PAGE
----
From the Glowing Sushi Cooking Show, a project that confronts consumers with genetically modified organisms (GMOs) using GloFish, a commercially available product marketed as a pet.
Figurative speculative gastronomy shares many qualities with diegetic work, but more emphasis is placed on the experiential, haptic and edible aspects of the fiction that is being conjured up. Figurative creations can combine images, media, sculpture and performance, but what sets them apart is their use of food that can be consumed.
Speculative gastronomy is driven by the way people use metaphors to define their values and preferences. Because metaphors are the primary vehicles that people use to understand their world, the Center attempts to create and develop metaphors that appear less frequently or that do not already exist. We extend these metaphors in ways that tell new and vivid, yet plausible, stories. We explore angles of food, eating and agricultural systems that aren’t covered very often, and we try to maintain the complexity of these systems in those stories, rather than diminish it. The outcomes push people to test their own world-views and assumptions, doing it in ways that sidestep the more exhaustive and exhausting discussions about technologies and policy.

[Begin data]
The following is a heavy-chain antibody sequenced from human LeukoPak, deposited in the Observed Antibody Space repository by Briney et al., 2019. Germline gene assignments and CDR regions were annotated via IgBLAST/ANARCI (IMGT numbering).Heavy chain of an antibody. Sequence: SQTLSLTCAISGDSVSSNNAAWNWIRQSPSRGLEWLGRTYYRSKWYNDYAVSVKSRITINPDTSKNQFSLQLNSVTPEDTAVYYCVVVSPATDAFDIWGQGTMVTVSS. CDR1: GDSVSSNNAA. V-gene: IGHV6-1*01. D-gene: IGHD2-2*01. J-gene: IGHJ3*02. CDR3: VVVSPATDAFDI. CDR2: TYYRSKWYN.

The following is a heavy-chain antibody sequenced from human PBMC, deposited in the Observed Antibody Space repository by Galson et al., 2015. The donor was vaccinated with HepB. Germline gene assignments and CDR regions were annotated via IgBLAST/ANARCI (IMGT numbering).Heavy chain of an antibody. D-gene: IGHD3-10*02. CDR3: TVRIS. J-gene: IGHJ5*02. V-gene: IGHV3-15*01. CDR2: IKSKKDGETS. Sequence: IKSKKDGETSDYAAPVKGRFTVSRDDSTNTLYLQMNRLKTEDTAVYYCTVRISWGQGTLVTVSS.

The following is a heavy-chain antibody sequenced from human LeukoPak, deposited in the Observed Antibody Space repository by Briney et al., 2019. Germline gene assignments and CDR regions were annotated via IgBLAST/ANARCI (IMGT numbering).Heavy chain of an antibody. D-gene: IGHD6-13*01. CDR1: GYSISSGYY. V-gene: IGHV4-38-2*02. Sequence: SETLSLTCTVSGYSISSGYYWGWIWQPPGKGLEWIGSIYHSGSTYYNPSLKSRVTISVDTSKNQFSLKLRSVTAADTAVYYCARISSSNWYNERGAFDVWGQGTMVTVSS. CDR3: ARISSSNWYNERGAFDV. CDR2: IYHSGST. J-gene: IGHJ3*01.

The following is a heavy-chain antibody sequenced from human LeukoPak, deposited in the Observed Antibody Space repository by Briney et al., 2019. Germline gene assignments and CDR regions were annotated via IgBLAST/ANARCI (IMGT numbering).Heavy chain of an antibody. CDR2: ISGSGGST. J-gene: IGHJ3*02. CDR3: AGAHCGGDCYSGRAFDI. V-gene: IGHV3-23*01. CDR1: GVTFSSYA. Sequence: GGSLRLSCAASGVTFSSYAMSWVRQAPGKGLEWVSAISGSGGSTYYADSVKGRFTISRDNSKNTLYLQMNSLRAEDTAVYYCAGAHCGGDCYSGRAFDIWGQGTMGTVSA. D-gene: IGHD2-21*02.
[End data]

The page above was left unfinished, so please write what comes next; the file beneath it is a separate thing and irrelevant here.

For example, our project Vegan Ortolan challenges chefs to create a vegan version of the cruelest dish ever invented. They are given a flavor profile of an entire bird and asked to re-create the whole animal out of vegan ingredients. The project imagines a future that moves beyond fake sliced meat on a plate, and asks: “What if the future of protein has more to do with human labor, care and a connection to history than an industrialized processes that homogenizes ingredients for the sake of mass quantity?”
The traditional preparation of the ortolan bird in France demands that they are captured alive, force-fed, drowned in Armagnac and eaten whole.